While the world is dealing with the coronavirus pandemic, veterinarians and wildlife agencies in seven south-western states are dealing with an epidemic in domestic and wild rabbits.
According to Business Insider, thousands of wild and domestic rabbits are dying from rabbit hemorrhagic disease (RHDV2) across seven states.
“We refer to it as ‘bunny Ebola,'” Amanda Jones, a veterinarian from Killeen, Texas, told The Cut. While the rabbit virus is “not related in any way, shape, or form” to ebola — a virus that causes severe bleeding, organ failure, and death in humans and primates — Jones said RHDV2 ravages rabbit bodies in a similar manner.
Since April, the US Department of Agriculture has confirmed RHDV2 cases in Arizona, California, Colorado, Nevada, New Mexico, Utah, and Texas. Parts of western Mexico have also been hit with the virus.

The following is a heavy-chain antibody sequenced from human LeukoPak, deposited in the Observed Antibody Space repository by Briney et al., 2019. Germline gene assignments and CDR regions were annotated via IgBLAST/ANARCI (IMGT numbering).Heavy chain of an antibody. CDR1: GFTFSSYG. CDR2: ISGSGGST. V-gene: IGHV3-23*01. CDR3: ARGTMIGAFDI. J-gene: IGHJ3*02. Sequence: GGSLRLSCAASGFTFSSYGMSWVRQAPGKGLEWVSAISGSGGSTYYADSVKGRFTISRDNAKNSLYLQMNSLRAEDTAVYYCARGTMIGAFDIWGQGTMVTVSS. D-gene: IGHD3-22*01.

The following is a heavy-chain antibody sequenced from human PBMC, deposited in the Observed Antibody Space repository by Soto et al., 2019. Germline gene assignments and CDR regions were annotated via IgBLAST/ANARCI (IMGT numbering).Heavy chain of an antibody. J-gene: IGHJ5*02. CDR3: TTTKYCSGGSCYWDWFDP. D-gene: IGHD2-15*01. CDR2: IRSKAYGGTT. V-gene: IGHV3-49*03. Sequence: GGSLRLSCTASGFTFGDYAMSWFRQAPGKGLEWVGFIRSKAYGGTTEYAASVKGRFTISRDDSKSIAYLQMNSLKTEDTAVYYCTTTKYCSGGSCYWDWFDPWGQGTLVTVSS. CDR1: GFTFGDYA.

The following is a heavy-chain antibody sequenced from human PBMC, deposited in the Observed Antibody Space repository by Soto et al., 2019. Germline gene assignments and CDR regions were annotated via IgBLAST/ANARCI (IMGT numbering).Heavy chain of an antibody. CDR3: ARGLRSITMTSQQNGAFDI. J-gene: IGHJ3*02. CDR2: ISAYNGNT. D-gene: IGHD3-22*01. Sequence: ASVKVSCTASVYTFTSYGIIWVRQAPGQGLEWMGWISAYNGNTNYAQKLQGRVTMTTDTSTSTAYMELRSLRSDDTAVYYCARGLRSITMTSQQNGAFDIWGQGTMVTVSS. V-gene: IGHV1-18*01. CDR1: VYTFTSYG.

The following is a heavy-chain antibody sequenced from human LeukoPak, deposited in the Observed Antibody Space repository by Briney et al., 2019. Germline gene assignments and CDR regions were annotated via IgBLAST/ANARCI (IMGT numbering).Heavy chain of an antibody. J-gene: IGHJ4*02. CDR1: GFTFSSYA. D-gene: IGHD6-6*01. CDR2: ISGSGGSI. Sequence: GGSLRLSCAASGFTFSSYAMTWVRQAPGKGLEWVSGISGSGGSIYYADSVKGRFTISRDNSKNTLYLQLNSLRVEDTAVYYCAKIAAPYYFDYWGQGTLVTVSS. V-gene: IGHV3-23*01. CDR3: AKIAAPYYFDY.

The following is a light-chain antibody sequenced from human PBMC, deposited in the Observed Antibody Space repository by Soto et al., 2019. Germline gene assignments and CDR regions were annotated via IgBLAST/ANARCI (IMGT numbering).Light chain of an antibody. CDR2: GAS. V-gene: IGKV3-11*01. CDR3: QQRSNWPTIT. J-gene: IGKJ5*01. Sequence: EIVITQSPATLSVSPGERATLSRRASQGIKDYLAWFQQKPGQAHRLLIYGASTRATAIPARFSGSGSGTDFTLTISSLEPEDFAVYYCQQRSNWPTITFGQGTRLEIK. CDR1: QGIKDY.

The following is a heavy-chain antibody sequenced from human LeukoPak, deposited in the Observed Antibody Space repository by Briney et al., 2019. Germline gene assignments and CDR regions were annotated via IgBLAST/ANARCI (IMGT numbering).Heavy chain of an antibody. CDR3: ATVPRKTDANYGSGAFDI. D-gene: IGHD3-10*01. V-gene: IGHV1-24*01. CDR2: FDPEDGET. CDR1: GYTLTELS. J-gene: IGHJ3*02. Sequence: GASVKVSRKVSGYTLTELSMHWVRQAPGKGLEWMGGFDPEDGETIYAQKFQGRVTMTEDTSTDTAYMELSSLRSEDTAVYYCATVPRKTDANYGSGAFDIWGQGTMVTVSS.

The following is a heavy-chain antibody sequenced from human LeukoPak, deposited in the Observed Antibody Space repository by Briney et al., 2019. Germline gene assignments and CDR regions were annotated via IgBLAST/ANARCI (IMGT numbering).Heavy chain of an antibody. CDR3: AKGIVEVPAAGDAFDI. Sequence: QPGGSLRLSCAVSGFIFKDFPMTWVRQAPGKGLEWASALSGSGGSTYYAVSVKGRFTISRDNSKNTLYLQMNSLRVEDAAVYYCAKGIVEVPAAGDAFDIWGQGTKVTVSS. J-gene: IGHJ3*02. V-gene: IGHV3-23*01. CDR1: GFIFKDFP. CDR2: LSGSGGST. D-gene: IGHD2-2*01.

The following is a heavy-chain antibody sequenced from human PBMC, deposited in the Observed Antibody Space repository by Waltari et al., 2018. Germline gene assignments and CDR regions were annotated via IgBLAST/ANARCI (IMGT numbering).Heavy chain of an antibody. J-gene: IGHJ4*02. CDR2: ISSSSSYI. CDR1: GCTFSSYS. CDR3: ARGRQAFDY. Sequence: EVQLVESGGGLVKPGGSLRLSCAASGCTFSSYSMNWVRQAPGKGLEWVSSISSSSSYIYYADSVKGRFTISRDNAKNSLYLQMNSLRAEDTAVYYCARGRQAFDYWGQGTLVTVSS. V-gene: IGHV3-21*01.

This is the fourth outbreak of this kind in North America, but what makes this one different is that this is the first time this particular virus has spread to wild animal populations, Cottontails, snowshoe hares, and jackrabbits have all gotten sick and died.
“The fact that this is in multiple counties and rabbitries, that’s why this is so concerning,” Eric Stewart, the executive director of the American Rabbit Breeders Association, told VIN News. “And then to hear it’s burning through the wild rabbit populations, that, of course, furthers our concerns that much more.”
The virus can not infect humans but the fact that it could have devastating effects on wild rabbit populations should be very concerning. Rabbits are an essential part of the food chain, everything eats rabbits. So it seems to reason that other animal populations will suffer from a steep rabbit decline even if they can not become infected.